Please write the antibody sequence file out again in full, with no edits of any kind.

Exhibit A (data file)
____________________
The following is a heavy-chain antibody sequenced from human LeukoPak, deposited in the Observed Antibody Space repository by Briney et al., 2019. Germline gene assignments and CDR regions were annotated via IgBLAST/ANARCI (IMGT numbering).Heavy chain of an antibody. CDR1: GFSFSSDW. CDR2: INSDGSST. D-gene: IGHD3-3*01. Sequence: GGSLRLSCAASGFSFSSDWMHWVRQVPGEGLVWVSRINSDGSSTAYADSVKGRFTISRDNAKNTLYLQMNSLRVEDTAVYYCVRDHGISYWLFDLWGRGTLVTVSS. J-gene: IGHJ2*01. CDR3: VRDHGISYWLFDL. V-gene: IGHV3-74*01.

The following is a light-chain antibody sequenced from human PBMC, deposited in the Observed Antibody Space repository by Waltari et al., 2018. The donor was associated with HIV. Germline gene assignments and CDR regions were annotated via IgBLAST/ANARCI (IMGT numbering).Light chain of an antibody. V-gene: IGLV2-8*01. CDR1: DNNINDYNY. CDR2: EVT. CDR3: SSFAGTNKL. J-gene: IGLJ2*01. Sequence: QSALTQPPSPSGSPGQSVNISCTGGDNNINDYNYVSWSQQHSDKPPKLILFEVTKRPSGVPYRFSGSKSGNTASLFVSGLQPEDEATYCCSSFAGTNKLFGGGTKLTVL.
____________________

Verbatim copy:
The following is a heavy-chain antibody sequenced from human LeukoPak, deposited in the Observed Antibody Space repository by Briney et al., 2019. Germline gene assignments and CDR regions were annotated via IgBLAST/ANARCI (IMGT numbering).Heavy chain of an antibody. CDR1: GFSFSSDW. CDR2: INSDGSST. D-gene: IGHD3-3*01. Sequence: GGSLRLSCAASGFSFSSDWMHWVRQVPGEGLVWVSRINSDGSSTAYADSVKGRFTISRDNAKNTLYLQMNSLRVEDTAVYYCVRDHGISYWLFDLWGRGTLVTVSS. J-gene: IGHJ2*01. CDR3: VRDHGISYWLFDL. V-gene: IGHV3-74*01.

The following is a light-chain antibody sequenced from human PBMC, deposited in the Observed Antibody Space repository by Waltari et al., 2018. The donor was associated with HIV. Germline gene assignments and CDR regions were annotated via IgBLAST/ANARCI (IMGT numbering).Light chain of an antibody. V-gene: IGLV2-8*01. CDR1: DNNINDYNY. CDR2: EVT. CDR3: SSFAGTNKL. J-gene: IGLJ2*01. Sequence: QSALTQPPSPSGSPGQSVNISCTGGDNNINDYNYVSWSQQHSDKPPKLILFEVTKRPSGVPYRFSGSKSGNTASLFVSGLQPEDEATYCCSSFAGTNKLFGGGTKLTVL.